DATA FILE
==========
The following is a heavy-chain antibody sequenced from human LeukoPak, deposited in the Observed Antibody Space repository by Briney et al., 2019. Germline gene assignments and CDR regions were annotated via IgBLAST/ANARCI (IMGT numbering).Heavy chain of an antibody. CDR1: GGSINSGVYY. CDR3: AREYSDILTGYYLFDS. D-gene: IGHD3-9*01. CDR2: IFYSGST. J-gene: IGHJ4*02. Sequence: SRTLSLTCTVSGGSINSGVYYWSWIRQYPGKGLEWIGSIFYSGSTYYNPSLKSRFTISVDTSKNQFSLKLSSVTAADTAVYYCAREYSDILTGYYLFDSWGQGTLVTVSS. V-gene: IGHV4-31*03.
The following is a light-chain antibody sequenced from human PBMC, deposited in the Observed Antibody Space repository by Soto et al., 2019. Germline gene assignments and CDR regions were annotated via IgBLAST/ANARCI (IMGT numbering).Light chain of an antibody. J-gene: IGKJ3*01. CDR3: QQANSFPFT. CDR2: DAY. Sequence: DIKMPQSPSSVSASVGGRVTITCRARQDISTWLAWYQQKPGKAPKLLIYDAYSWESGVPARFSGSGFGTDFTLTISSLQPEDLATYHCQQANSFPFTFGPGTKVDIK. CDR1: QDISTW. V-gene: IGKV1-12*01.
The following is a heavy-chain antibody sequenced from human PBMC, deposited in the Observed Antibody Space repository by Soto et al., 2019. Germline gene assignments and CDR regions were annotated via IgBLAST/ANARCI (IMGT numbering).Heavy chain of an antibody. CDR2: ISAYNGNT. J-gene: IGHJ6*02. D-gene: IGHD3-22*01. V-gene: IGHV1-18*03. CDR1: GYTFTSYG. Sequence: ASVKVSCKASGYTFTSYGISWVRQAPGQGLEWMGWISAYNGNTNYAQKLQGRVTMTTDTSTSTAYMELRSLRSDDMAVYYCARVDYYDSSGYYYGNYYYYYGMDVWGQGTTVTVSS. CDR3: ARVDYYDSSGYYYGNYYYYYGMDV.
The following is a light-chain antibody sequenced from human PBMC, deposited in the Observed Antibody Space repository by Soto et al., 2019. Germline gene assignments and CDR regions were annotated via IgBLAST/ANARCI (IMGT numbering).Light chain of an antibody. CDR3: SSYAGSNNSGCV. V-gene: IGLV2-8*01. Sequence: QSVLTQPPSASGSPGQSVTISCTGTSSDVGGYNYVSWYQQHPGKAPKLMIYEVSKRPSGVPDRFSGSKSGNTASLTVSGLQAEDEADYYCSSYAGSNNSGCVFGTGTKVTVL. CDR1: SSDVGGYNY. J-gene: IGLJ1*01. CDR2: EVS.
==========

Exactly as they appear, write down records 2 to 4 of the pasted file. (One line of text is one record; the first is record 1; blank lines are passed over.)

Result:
The following is a light-chain antibody sequenced from human PBMC, deposited in the Observed Antibody Space repository by Soto et al., 2019. Germline gene assignments and CDR regions were annotated via IgBLAST/ANARCI (IMGT numbering).Light chain of an antibody. J-gene: IGKJ3*01. CDR3: QQANSFPFT. CDR2: DAY. Sequence: DIKMPQSPSSVSASVGGRVTITCRARQDISTWLAWYQQKPGKAPKLLIYDAYSWESGVPARFSGSGFGTDFTLTISSLQPEDLATYHCQQANSFPFTFGPGTKVDIK. CDR1: QDISTW. V-gene: IGKV1-12*01.
The following is a heavy-chain antibody sequenced from human PBMC, deposited in the Observed Antibody Space repository by Soto et al., 2019. Germline gene assignments and CDR regions were annotated via IgBLAST/ANARCI (IMGT numbering).Heavy chain of an antibody. CDR2: ISAYNGNT. J-gene: IGHJ6*02. D-gene: IGHD3-22*01. V-gene: IGHV1-18*03. CDR1: GYTFTSYG. Sequence: ASVKVSCKASGYTFTSYGISWVRQAPGQGLEWMGWISAYNGNTNYAQKLQGRVTMTTDTSTSTAYMELRSLRSDDMAVYYCARVDYYDSSGYYYGNYYYYYGMDVWGQGTTVTVSS. CDR3: ARVDYYDSSGYYYGNYYYYYGMDV.
The following is a light-chain antibody sequenced from human PBMC, deposited in the Observed Antibody Space repository by Soto et al., 2019. Germline gene assignments and CDR regions were annotated via IgBLAST/ANARCI (IMGT numbering).Light chain of an antibody. CDR3: SSYAGSNNSGCV. V-gene: IGLV2-8*01. Sequence: QSVLTQPPSASGSPGQSVTISCTGTSSDVGGYNYVSWYQQHPGKAPKLMIYEVSKRPSGVPDRFSGSKSGNTASLTVSGLQAEDEADYYCSSYAGSNNSGCVFGTGTKVTVL. CDR1: SSDVGGYNY. J-gene: IGLJ1*01. CDR2: EVS.